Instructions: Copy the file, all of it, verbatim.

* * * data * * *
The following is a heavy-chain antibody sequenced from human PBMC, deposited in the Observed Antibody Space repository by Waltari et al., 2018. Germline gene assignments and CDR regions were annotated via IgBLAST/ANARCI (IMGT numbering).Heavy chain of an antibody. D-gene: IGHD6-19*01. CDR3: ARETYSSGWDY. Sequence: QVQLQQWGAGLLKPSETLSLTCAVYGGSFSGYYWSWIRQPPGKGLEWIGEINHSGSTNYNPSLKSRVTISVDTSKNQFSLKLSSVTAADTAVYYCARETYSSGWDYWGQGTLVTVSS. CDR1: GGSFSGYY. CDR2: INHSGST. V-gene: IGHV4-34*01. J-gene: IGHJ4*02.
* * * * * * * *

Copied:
The following is a heavy-chain antibody sequenced from human PBMC, deposited in the Observed Antibody Space repository by Waltari et al., 2018. Germline gene assignments and CDR regions were annotated via IgBLAST/ANARCI (IMGT numbering).Heavy chain of an antibody. D-gene: IGHD6-19*01. CDR3: ARETYSSGWDY. Sequence: QVQLQQWGAGLLKPSETLSLTCAVYGGSFSGYYWSWIRQPPGKGLEWIGEINHSGSTNYNPSLKSRVTISVDTSKNQFSLKLSSVTAADTAVYYCARETYSSGWDYWGQGTLVTVSS. CDR1: GGSFSGYY. CDR2: INHSGST. V-gene: IGHV4-34*01. J-gene: IGHJ4*02.